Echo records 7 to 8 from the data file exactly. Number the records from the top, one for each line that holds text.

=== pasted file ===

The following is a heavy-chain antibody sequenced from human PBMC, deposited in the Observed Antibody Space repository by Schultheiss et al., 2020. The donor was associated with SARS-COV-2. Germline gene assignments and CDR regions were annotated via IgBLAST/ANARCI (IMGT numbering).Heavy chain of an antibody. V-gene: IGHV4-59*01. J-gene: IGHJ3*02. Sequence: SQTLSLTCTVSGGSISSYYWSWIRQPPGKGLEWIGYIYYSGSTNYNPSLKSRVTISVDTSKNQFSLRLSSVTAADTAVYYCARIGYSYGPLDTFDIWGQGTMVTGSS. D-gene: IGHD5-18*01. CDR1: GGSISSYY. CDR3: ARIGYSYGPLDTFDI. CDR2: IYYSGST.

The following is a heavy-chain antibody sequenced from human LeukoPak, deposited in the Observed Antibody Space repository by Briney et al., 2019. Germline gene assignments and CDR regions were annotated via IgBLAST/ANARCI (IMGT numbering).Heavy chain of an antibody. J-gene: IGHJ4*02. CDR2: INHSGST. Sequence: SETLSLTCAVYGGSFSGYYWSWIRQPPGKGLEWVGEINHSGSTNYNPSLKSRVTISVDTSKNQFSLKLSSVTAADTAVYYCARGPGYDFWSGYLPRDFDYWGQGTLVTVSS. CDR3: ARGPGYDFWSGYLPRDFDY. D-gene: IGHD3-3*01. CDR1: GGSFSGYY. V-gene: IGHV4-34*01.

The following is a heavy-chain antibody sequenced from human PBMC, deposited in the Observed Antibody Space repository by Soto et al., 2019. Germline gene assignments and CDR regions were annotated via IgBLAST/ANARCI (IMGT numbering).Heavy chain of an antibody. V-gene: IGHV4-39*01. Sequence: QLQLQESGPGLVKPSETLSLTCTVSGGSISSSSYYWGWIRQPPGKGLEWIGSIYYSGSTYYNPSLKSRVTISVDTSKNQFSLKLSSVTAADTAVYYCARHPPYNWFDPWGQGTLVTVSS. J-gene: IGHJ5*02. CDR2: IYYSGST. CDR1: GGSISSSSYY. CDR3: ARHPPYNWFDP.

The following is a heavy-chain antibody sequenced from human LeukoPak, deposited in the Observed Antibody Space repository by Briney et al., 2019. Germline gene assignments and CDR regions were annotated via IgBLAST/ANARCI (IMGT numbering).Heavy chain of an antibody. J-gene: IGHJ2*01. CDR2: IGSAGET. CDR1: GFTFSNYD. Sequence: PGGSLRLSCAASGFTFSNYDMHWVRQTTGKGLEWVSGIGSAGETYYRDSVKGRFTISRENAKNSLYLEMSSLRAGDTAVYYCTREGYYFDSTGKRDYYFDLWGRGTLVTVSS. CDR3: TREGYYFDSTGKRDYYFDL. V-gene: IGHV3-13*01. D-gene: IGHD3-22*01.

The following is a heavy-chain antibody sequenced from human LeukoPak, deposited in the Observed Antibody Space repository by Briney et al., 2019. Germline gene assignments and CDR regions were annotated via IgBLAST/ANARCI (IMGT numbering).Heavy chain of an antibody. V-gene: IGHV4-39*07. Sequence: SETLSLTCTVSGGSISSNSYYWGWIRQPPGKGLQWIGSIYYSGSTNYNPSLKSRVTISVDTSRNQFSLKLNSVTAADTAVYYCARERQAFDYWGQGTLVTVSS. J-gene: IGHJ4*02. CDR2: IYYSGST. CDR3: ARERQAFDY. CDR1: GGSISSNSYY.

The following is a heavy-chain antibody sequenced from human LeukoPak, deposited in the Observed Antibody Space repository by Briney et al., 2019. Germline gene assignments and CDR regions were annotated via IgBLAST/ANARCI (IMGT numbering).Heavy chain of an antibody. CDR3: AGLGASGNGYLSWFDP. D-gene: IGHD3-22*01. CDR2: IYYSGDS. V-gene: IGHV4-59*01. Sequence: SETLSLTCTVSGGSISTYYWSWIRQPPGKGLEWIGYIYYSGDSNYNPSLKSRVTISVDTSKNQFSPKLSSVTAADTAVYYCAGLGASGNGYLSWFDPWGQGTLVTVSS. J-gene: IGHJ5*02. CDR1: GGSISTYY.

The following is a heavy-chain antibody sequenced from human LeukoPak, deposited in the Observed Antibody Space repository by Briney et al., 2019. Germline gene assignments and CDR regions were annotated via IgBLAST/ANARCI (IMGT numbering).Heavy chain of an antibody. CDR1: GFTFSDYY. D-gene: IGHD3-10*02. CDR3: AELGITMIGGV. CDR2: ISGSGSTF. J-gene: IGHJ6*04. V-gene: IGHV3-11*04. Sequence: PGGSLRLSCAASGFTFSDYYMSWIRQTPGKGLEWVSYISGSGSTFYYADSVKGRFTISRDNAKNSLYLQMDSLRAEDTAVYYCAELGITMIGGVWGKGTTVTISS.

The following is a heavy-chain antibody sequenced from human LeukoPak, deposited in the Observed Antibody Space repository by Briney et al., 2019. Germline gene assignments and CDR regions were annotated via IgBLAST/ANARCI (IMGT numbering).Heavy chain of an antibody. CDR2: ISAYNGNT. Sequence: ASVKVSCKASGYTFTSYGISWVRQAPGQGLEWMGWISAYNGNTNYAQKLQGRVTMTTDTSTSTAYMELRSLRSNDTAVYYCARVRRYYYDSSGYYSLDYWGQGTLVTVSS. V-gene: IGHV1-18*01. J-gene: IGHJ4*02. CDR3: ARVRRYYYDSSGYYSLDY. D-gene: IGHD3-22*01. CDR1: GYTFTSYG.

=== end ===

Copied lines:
The following is a heavy-chain antibody sequenced from human LeukoPak, deposited in the Observed Antibody Space repository by Briney et al., 2019. Germline gene assignments and CDR regions were annotated via IgBLAST/ANARCI (IMGT numbering).Heavy chain of an antibody. CDR1: GFTFSDYY. D-gene: IGHD3-10*02. CDR3: AELGITMIGGV. CDR2: ISGSGSTF. J-gene: IGHJ6*04. V-gene: IGHV3-11*04. Sequence: PGGSLRLSCAASGFTFSDYYMSWIRQTPGKGLEWVSYISGSGSTFYYADSVKGRFTISRDNAKNSLYLQMDSLRAEDTAVYYCAELGITMIGGVWGKGTTVTISS.

The following is a heavy-chain antibody sequenced from human LeukoPak, deposited in the Observed Antibody Space repository by Briney et al., 2019. Germline gene assignments and CDR regions were annotated via IgBLAST/ANARCI (IMGT numbering).Heavy chain of an antibody. CDR2: ISAYNGNT. Sequence: ASVKVSCKASGYTFTSYGISWVRQAPGQGLEWMGWISAYNGNTNYAQKLQGRVTMTTDTSTSTAYMELRSLRSNDTAVYYCARVRRYYYDSSGYYSLDYWGQGTLVTVSS. V-gene: IGHV1-18*01. J-gene: IGHJ4*02. CDR3: ARVRRYYYDSSGYYSLDY. D-gene: IGHD3-22*01. CDR1: GYTFTSYG.